David McConkey - Columnist, Consultant, Citizen
Columnist. Consultant. Citizen.

How I Spent My Summer Vacation

Brandon Sun, October 7, 2004 - David McConkey

I spent my summer moving. I also learned some lessons.

After 25 years in one house, my wife and I moved. We had raised our three kids on an acreage between Brandon and Souris. Now they were all grown up. Time for downsizing.

As well, this summer we helped my Mom in Winnipeg move after 54 years in the family home. Time to get out of a two- storey house into an apartment. Again, downsizing.

Here are some of the lessons I learned:

1. When moving, head first to the liquor store. Not only for the obvious supplies, but also to get boxes, boxes, and more boxes. 

2. “Decluttering” is the goal. I certainly can see why “decluttering” is not only a concept, but also a roaring business as consultants help individuals bring order to their lives. The stuff creeps in, day by day and year by year. We needed to sort through it all: to figure out what to move, and to get the old house ready for sale.

Of course, our kids helped. I felt like the dad on Frasier, though, when one of the first items they singled out for removal was my favorite easy chair. “Too shabby” for the new look. But it all was worth the effort.

After the transformation, our daughter, who is a fan of those TV home make-over shows, pronounced: “We actually had a beautiful house underneath all this crap!”

3. Moving leads to reflections and questions. We can’t go through all our things without going through some thoughts. How much do our possessions really add to our enjoyment or our richness of life? How much are they just more stuff which must be maintained, moved around, and dusted (at least occasionally)?

We made the most radical change to our old house in the back porch. The back porch was the entrance to our house, and yet it had become dreary and filled with tools, paints, and the leftovers from dozens of projects from years gone by. One wall was chipped - I’d been meaning to fix it for 20 years.

After we were finished, a new space emerged: decluttered, repaired, fresh, colourful, and inviting. Which leads to the question: Why don’t we live like this all the time?

Other questions arose, as we went through piles of stuff which evoked countless memories. What is the difference between a family heirloom and a piece of junk? Will we ever find everything? Will we ever unpack all these boxes? What makes a life worth living? Why do people have to die?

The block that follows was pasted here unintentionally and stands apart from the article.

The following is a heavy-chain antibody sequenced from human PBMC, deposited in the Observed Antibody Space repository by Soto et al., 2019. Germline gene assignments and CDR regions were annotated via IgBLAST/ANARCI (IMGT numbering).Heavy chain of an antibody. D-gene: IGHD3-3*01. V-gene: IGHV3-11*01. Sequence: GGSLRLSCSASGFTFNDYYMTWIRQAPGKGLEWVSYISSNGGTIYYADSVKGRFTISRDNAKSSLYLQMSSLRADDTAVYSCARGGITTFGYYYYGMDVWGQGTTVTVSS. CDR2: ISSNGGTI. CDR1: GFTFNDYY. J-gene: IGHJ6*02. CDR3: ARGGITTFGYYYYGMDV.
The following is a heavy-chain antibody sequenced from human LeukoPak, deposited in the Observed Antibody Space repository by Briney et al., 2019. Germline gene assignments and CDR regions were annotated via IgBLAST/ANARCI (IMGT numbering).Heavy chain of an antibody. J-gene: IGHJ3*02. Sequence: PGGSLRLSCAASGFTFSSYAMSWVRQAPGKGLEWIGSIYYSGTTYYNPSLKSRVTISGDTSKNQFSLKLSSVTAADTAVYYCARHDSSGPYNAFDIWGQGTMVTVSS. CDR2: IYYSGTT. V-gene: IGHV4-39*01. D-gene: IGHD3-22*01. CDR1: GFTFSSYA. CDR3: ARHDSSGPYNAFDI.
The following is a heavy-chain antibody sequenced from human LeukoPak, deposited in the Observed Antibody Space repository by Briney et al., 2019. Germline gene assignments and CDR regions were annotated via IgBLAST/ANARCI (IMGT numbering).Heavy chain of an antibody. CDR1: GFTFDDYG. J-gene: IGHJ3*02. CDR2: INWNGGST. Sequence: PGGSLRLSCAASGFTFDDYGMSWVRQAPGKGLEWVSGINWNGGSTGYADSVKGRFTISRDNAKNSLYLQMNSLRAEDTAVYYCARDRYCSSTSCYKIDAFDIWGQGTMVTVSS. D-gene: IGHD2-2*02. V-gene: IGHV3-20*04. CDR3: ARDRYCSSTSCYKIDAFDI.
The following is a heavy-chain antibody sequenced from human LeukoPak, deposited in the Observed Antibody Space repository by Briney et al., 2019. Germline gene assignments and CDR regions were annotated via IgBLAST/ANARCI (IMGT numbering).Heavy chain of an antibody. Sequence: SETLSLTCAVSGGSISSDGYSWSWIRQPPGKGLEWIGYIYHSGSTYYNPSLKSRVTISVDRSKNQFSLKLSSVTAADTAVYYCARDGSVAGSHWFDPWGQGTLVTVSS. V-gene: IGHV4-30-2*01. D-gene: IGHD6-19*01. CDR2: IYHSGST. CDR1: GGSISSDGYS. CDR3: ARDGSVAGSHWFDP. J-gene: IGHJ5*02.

4. Winnipeggers can be really friendly! Perfectly understandable that my Mom’s neighbours would come over to say good-bye and wish her well. After more than one-half century, our family was somewhat of an institution on the street.

More surprising was the reception in the new apartment block. Close to the University, it is a twelve-storey structure with hundreds of people: students, families, and seniors. Many residents, noticing that my Mom was moving in, greeted her warmly. They cheerfully told her how long they had lived there, and would say, “You’ll love it here!” Some were actually beaming.

5. Moving fosters family bonds. Amidst all the physically and psychologically exhausting work, reflections, memories, and meals eaten in strange places because the stove isn’t hooked up, family bonds become stronger. We get to know each other in whole new ways.

In Winnipeg, I had an unusual experience which brought me closer to my sister. Our old family house was empty for the first time since 1950. My sister and I were there for our last fond look. Afterwards, when puttering in the back yard. I felt a sting in my ear, and saw a bunch of wasps. Although I’d never had a reaction before, in a few minutes, my throat was tightening and choking off my supply of air.

Of course, I thanked my sister later. But really, I left her no choice – she had to rush me to the hospital. Fortunately, the medications worked, and I was able to keep breathing. With my swollen throat, though, I wasn’t able to talk. I was most frustrated in not being able to tell jokes, but my wife and sister laughed heartily at my attempts.

Before they laughed at me, though, they did wait until they were sure I was going to pull through. Which was rather nice of them.

Moving can be a moving experience – go figure.

* * * *
See also:  

Live Well, Do Good

A Year of Living Generously

Tax Time Offers Folks a Chance to Reflect

“Memoir Man” a Born Storyteller

Six Words To Describe A Life?

No Ordinary Walk in the Park

Ordinary Lives, Extraordinary Stories



David McConkey,
Brandon, Manitoba
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